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Job interview day. You want to look smart. It’s a conservative establishment so you want to look as though you will toe the line. But you don’t want to get lost in the crowd either. Or you might not actually own anything conservative! What do […]
Stilettos. Those brutal match sticks we’ve all tottered around in, looking gorgeous on the outside and feeling cursed on the inside. Blisters, burning, balancing and, for some of us, a fear that the heel might just break off. So we tried wedges, kitten heels and court shoes to get that extra bit of height, without the agony. But the style of heel didn’t change the fact that is was still a heel, so the pain remained.
We know that our bodies aren’t designed to walk on tip-toe all day, and yet we wear high heels. Whether it’s for the look, the strut or the height, many women love their heels. I do too. But as someone on the heavier side and with wide feet, I’ve found wearing heels to cause not just blisters but the feeling of my metatarsal area being on fire, reducing my strut to a crippled wobble. So to help you in your determination to wear illogical but beautiful footwear, here’s my review of the most common accessories to give a helping hand to your flaming feet.
This was the first solution I tried and they are still in use. It’s simply extra cushioning that you place over your toes and the ball of your foot, like a really tiny padded sock. They’re simple and can be washing in the machine (in a delicates bag so they don’t get lost). They stay in place all day and don’t cause any friction on the skin. However, the mesh over the top of the foot can be a bit long so they might be visible in low-cut shoes, and the bulk of the padding might cramp your toe space. But in wedge or heeled boots they are very comfortable.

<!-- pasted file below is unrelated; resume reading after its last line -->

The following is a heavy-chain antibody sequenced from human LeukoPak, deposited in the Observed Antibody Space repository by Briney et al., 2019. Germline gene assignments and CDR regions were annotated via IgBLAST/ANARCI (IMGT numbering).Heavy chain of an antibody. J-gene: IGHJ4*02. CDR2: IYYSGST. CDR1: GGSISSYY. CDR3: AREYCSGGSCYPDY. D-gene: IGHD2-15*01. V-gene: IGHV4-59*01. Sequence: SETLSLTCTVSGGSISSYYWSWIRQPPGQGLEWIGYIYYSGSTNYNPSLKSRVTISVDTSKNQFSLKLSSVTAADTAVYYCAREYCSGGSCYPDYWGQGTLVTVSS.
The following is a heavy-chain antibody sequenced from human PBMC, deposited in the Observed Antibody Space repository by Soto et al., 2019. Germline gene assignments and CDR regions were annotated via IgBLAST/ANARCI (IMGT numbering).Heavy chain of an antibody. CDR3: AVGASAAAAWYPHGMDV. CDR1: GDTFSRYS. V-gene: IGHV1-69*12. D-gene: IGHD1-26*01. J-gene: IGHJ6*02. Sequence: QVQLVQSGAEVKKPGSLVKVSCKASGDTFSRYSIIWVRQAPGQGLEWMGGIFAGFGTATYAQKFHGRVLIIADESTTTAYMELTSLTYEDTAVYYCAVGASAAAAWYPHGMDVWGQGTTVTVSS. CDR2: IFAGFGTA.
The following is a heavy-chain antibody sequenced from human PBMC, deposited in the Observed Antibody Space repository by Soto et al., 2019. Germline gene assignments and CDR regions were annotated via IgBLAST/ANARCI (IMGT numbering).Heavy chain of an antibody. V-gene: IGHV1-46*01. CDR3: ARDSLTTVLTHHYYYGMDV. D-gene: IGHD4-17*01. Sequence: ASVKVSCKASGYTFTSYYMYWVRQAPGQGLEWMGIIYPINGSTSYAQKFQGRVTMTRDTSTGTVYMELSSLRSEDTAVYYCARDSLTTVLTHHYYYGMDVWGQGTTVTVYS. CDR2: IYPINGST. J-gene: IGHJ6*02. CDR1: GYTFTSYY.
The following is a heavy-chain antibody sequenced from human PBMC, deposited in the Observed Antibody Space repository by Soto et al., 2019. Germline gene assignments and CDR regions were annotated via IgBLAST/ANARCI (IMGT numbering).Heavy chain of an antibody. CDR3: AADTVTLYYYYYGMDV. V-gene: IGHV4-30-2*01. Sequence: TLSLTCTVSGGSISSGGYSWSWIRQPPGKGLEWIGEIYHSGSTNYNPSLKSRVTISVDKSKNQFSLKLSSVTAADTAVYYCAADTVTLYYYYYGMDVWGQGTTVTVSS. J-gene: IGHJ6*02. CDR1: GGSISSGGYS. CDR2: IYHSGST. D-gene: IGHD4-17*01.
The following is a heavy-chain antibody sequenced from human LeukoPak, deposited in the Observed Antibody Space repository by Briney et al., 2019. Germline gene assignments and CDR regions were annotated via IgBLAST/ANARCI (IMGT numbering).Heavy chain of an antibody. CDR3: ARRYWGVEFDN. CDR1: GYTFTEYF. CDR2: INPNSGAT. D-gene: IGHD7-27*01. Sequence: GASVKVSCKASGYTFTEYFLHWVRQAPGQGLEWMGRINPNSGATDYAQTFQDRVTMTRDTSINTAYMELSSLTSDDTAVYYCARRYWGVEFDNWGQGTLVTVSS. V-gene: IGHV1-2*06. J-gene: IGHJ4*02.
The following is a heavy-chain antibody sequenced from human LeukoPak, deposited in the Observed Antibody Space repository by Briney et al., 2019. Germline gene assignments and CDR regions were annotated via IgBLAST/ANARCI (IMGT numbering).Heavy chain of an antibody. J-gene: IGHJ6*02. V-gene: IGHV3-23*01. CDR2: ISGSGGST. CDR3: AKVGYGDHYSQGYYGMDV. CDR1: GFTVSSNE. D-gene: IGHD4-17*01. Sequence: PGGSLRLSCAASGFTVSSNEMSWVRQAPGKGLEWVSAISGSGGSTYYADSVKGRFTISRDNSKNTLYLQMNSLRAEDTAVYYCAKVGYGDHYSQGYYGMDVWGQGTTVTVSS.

Exactly like the pads above, these are additional fabric cushioning under the feet. The flip-flop style means that they are more likely to be invisible in low-cut shoes. However I’ve never found one with padding as thick as the full toe pads, so they might not help much inside a super high heel.
I read great reviews about these flower- or toe-shaped stick on pads, as if wearing these would end foot pain forever! Sorry to burst your bubble – or blister – but they don’t. Think of these like a velvety version of bath stickers. Yes, they do stop you from sliding around in your shoes so if friction is your main problem they could suit you fine. If the weight and pressure is also a concern, then you won’t get as much relief as you might hope.
I paid 3-10 times more for these than each of the other items and immediately regretted it. Full gel soles feel like little waterbeds under your feet. In flats it creates an uneasy wobbling feeling and in heels the gel bunches under your toes, feeling lumpy and taking up too much space. Plus they can be hard to cut to size without making a sticky mess of it.
I was quite excited to try these as they look as though they would avoid the issues that the full gel soles had. To a great extent, they did. There was less movement that a full gel sole, but enough that the shoes didn’t feel too tight. Unfortunately for me, there was too much movement for the toe loop to handle and it broke. However they did work so they are worth trying out.
Not sure what these are called. They are biggest of the gel options. These slip-ons consist of a thick gel pad inside a short lycra toe-less sock thing and is the closest you’ll get to walking on mini mattresses. They are wonderful! But like the full fabric pads the sock design is quite bulky and too broad for most low-cut shoes, and like the toe loops there is a bit too much movement. When I wear these I hold them in place with a bit of sticking plaster under the big toe otherwise it blisters.